The Letters of Horace Walpole, Earl of Orford — Volume 3 eBook

This eBook from the Gutenberg Project consists of approximately 1,055 pages of information about The Letters of Horace Walpole, Earl of Orford — Volume 3.

(1043) On the 8th of March, 1769,, the lady publicly espoused Evelyn Pierrepoint., Duke of Kingston; for which offence she was impeached before the House of Peers, and the marriage declared illegal.  She subsequently retired to the continent, where she died in 1788.-E.

(1044) The following is Gray’s own account, in a letter of the 1st of August:—­“I write chiefly to tell you, that on Sunday se’nnight Brocket died by a fall from his horse, being, as I hear, drunk:  that on the Wednesday following I received a letter from the Duke of Grafton, saying he had the King’s command to offer me the vacant professorship; and he adds, that from private as well as public considerations, he must take the warmest part in approving so well-judged a measure, etc.  There’s for you!”—­ In a letter to Dr. Beattie, of the 31st of October, he says—­“It is the best thing the Crown has to bestow (on a layman) here; the salary is four hundred pounds per annum; but what enhances the value of it to me is, that it was bestowed without being asked.  Instances of a benefit so nobly conferred, I believe, are rare; and therefore I tell you of it as a thing that does honour, not only to me, but to the minister.”  Works, vol.  IV. pp. 123, 127.-E.

Letter 349 To George Montagu, Esq.  Arlington Street, Aug. 13, 1768. (page 529)

indeed, what was become of you, as I had offered myself to you so long ago, and you did not accept my bill; and now it is payable at such short notice, that as I cannot find Mr. Chute, nor know where he is, whether at your brother’s or the Vine, I think I had better defer my visit till the autumn, when you say you will be less hurried, and more at leisure.  I believe I shall go to Ragley beginning of September, and possibly on to Lord Strafford’s, and therefore I may call on you, if it will not be inconvenient to you, on my return.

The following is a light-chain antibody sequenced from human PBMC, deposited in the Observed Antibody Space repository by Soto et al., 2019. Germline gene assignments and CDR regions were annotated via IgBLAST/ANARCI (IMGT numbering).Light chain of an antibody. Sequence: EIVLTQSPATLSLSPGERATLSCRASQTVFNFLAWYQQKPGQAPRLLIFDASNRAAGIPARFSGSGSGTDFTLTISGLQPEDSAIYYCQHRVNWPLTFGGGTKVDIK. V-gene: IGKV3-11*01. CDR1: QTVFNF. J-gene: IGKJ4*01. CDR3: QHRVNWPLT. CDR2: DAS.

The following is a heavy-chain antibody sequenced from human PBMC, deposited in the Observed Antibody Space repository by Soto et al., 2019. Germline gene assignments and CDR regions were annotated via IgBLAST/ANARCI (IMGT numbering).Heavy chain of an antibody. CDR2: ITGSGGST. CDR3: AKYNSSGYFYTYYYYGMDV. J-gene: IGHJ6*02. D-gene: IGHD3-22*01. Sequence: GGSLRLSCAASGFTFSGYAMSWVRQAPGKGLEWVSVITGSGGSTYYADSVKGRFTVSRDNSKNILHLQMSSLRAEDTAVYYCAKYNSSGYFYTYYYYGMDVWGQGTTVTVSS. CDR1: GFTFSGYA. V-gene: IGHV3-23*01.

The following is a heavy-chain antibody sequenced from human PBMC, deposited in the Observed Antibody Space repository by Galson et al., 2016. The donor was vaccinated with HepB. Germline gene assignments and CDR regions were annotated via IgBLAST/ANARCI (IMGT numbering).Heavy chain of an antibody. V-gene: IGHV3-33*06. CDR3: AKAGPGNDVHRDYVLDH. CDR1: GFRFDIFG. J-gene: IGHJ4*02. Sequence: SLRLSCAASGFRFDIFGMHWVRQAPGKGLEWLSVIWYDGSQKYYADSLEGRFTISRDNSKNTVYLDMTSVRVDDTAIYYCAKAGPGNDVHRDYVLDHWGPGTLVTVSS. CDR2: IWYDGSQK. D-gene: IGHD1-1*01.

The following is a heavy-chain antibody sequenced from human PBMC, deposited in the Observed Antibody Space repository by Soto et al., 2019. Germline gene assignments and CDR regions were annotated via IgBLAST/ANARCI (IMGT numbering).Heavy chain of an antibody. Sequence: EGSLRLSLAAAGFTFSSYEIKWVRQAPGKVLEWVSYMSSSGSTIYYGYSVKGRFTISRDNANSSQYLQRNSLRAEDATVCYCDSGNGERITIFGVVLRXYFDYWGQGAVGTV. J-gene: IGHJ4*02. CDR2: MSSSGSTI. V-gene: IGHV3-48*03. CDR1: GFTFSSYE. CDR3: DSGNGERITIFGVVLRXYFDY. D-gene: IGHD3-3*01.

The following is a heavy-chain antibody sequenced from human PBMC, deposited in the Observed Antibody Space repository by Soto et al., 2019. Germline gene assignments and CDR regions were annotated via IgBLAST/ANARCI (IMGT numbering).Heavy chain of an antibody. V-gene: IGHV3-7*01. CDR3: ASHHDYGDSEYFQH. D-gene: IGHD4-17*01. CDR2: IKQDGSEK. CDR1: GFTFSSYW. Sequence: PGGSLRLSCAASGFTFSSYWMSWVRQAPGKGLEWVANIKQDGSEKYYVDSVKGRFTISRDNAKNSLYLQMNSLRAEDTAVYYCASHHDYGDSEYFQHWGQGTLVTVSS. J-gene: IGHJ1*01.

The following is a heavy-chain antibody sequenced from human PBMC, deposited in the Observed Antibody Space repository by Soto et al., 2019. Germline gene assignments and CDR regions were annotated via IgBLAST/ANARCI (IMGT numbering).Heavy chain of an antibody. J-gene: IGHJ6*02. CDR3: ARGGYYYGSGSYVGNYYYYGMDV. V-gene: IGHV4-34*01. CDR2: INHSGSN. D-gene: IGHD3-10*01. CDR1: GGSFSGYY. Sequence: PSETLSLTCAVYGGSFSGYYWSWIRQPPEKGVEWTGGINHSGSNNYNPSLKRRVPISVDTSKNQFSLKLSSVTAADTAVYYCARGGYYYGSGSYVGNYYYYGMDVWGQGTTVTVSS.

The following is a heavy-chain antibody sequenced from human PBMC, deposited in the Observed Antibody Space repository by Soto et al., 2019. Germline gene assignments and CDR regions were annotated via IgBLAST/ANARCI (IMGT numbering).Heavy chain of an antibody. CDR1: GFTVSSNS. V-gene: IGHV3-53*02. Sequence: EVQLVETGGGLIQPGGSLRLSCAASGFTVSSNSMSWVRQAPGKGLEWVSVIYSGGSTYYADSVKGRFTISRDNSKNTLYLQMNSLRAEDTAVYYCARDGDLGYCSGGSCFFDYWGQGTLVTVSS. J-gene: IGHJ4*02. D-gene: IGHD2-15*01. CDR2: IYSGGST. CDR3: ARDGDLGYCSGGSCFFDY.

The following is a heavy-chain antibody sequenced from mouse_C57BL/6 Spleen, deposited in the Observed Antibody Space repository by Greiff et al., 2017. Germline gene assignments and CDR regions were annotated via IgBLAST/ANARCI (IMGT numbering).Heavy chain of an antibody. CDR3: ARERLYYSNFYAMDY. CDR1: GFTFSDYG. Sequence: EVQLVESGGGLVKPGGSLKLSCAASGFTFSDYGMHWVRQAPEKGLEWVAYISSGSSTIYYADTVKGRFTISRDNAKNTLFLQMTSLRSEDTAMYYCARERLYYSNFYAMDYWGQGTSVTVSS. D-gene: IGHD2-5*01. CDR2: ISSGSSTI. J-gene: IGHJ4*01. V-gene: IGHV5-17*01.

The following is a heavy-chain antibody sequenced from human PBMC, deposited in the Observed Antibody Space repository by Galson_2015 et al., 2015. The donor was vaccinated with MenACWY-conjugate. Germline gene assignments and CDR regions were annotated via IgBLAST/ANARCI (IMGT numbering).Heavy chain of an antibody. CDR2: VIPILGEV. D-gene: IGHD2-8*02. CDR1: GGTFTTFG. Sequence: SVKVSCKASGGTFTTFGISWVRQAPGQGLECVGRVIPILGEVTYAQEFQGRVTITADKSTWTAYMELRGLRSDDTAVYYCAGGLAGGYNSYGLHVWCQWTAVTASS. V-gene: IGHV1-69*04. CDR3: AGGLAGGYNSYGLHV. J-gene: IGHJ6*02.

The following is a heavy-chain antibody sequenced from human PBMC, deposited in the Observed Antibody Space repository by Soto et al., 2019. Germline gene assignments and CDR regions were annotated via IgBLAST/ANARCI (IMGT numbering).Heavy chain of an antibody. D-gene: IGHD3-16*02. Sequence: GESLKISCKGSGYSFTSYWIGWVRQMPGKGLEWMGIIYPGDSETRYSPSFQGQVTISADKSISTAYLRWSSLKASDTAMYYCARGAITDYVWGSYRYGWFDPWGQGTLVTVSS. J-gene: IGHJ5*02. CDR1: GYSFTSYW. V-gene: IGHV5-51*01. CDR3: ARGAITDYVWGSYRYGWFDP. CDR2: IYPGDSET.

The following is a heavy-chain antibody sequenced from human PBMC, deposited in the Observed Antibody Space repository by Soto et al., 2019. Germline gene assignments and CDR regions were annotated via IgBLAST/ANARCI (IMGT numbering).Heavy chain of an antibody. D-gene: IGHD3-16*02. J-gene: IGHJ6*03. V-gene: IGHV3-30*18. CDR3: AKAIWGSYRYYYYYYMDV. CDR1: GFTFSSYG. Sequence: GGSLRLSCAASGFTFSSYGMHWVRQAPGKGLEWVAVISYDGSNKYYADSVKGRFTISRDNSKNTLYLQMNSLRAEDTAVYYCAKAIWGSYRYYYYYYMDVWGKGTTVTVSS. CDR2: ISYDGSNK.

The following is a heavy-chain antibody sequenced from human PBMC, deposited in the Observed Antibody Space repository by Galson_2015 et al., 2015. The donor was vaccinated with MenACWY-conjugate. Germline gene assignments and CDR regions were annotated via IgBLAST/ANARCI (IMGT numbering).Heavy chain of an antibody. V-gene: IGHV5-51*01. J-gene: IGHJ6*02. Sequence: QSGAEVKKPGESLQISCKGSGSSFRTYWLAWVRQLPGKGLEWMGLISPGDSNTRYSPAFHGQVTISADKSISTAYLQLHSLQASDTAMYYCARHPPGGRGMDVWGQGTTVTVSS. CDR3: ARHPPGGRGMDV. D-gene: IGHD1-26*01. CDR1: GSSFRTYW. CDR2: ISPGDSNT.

I came to town to see the Danish King.  He is as diminutive as if he came out of a kernel in the Fairy Tales.  He is not ill made, nor weakly made, though so small; and though his face is pale and delicate, it is not at all ugly, yet has a strong cast of the late King, and enough of the late Prince of Wales to put one upon one’s guard not to be prejudiced in his favour.  Still he has more royalty than folly in his air; and, considering he is not twenty, is as well as one expects any king in a puppet-show to be.  He arrived on Thursday, supped and lay at St. James’s.  Yesterday evening he was at the Queen’s and Carlton-house, and at night at Lady Hertford’s assembly.  He only takes the title of altesse, an absurd mezzotermine, but acts king exceedingly; struts in the circle like a cock-sparrow, and does the honours of himself very civilly.  There is a favourite too, who seems a complete jackanapes; a young fellow called Holke, well enough in his figure, and about three-and-twenty, but who will be tumbled down long before he is prepared

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